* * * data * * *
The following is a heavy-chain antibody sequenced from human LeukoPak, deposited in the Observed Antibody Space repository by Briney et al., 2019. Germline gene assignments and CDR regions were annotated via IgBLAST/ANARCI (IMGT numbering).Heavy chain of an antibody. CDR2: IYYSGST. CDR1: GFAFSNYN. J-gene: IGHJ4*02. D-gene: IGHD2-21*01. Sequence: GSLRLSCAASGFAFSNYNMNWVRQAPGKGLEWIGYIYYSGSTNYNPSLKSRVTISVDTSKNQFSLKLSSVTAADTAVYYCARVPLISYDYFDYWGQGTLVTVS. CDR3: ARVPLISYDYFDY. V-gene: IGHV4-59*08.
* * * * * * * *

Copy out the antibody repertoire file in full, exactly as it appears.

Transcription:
The following is a heavy-chain antibody sequenced from human LeukoPak, deposited in the Observed Antibody Space repository by Briney et al., 2019. Germline gene assignments and CDR regions were annotated via IgBLAST/ANARCI (IMGT numbering).Heavy chain of an antibody. CDR2: IYYSGST. CDR1: GFAFSNYN. J-gene: IGHJ4*02. D-gene: IGHD2-21*01. Sequence: GSLRLSCAASGFAFSNYNMNWVRQAPGKGLEWIGYIYYSGSTNYNPSLKSRVTISVDTSKNQFSLKLSSVTAADTAVYYCARVPLISYDYFDYWGQGTLVTVS. CDR3: ARVPLISYDYFDY. V-gene: IGHV4-59*08.